Taking Great Notes

I recently took a short course on LinkedIn Learning on note taking. It’s a discipline I enjoy – being the handwriting, color coding, beautiful notebooks buying type of person that I am. 
What I had not considered before this course was that note-taking is essentially an exercise in “capturing information and turning it into action.” I thought this was a great way of looking at it. However, in order to do so there are a few things to consider:
Preparation is the key to success. Prepare for the meeting by asking yourself these two questions: What do I want to get out of the meeting? Which questions do I need answered? This will focus your attention and make it easier to skip the ‘noise’.
Handwritten, digital, or a mix? Do you prefer writing your notes by hand, maybe in a really lovely notebook? (Like me) Or do you prefer to type? Studies show that we retain information better when we write notes by hand. However, your notes will be more searchable – and take up less space – if they are stored digitally. So maybe a mix of both is optimal.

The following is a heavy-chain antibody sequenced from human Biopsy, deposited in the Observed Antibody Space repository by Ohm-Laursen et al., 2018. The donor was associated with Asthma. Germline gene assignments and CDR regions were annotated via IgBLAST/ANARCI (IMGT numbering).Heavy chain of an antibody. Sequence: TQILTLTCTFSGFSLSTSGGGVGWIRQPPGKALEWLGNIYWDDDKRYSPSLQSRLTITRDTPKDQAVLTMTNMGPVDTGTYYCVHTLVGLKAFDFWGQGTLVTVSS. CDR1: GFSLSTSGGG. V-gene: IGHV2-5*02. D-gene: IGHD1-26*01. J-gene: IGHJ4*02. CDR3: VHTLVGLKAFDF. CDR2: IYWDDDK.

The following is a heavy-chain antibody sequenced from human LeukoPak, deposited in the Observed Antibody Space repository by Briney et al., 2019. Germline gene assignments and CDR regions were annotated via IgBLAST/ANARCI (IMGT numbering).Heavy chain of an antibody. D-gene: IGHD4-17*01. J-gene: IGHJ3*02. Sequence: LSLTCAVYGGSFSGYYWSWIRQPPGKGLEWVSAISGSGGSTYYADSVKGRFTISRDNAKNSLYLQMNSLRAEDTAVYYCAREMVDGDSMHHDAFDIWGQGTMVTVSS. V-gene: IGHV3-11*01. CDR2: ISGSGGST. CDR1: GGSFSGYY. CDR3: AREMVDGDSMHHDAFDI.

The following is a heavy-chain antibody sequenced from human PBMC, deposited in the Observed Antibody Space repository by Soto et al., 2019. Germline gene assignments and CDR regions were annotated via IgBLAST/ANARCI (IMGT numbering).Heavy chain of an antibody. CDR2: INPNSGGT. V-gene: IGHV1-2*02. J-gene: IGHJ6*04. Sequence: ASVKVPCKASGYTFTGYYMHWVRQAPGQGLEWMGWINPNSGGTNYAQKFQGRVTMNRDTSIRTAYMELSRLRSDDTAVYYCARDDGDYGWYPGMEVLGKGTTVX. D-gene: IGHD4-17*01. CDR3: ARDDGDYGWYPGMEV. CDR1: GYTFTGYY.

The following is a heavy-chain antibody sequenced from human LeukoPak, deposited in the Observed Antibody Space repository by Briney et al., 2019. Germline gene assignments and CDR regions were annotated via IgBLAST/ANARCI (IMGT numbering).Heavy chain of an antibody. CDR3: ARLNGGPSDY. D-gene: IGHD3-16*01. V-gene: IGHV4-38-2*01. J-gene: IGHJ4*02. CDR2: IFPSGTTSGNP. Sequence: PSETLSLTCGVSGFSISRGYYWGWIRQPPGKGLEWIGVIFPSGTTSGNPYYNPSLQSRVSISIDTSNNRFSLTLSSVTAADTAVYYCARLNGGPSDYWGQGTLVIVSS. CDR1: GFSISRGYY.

Tips and tricks. You can make it easier for yourself to find relevant information in your notes by structuring them using color coding, underlining, capital letters or even little doodles to indicate the most important info or action points. Another great trick is to review your notes while they are still fresh in your mind. Use a different color for any notes you add during the review. Also, always be bold and ask someone to repeat themselves. You’ll want to make sure that your notes are accurate.
To note or not to note. One of the most important aspects of taking great notes is knowing when to note something down and when not to. By preparing ahead of the meeting, and getting clear on your intention you will be in the right frame of mind to only pick out the information relevant to you, which you can then turn into actionable steps. 
Taking notes for others. Be sure to align with the person you are taking notes for. What are their intentions – what do they want to get out of the meeting? And which questions do they need answered?